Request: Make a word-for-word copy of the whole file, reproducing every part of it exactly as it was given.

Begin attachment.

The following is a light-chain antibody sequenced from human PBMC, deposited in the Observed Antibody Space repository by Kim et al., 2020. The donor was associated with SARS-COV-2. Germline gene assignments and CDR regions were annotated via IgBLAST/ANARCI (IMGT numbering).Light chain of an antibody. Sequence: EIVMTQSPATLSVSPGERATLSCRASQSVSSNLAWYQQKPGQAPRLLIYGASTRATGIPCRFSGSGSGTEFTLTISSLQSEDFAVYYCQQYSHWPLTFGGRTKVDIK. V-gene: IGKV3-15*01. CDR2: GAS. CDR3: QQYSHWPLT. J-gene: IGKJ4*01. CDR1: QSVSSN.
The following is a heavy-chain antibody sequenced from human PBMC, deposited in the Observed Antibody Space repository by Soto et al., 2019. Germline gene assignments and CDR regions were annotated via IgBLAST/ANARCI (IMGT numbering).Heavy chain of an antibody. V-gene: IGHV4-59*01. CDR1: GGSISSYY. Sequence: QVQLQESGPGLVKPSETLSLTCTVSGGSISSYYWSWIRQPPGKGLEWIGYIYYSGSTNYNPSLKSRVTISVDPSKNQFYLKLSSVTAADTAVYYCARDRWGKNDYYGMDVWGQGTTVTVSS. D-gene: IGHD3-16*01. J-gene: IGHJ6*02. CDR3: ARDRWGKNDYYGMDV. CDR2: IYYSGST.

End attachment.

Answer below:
The following is a light-chain antibody sequenced from human PBMC, deposited in the Observed Antibody Space repository by Kim et al., 2020. The donor was associated with SARS-COV-2. Germline gene assignments and CDR regions were annotated via IgBLAST/ANARCI (IMGT numbering).Light chain of an antibody. Sequence: EIVMTQSPATLSVSPGERATLSCRASQSVSSNLAWYQQKPGQAPRLLIYGASTRATGIPCRFSGSGSGTEFTLTISSLQSEDFAVYYCQQYSHWPLTFGGRTKVDIK. V-gene: IGKV3-15*01. CDR2: GAS. CDR3: QQYSHWPLT. J-gene: IGKJ4*01. CDR1: QSVSSN.
The following is a heavy-chain antibody sequenced from human PBMC, deposited in the Observed Antibody Space repository by Soto et al., 2019. Germline gene assignments and CDR regions were annotated via IgBLAST/ANARCI (IMGT numbering).Heavy chain of an antibody. V-gene: IGHV4-59*01. CDR1: GGSISSYY. Sequence: QVQLQESGPGLVKPSETLSLTCTVSGGSISSYYWSWIRQPPGKGLEWIGYIYYSGSTNYNPSLKSRVTISVDPSKNQFYLKLSSVTAADTAVYYCARDRWGKNDYYGMDVWGQGTTVTVSS. D-gene: IGHD3-16*01. J-gene: IGHJ6*02. CDR3: ARDRWGKNDYYGMDV. CDR2: IYYSGST.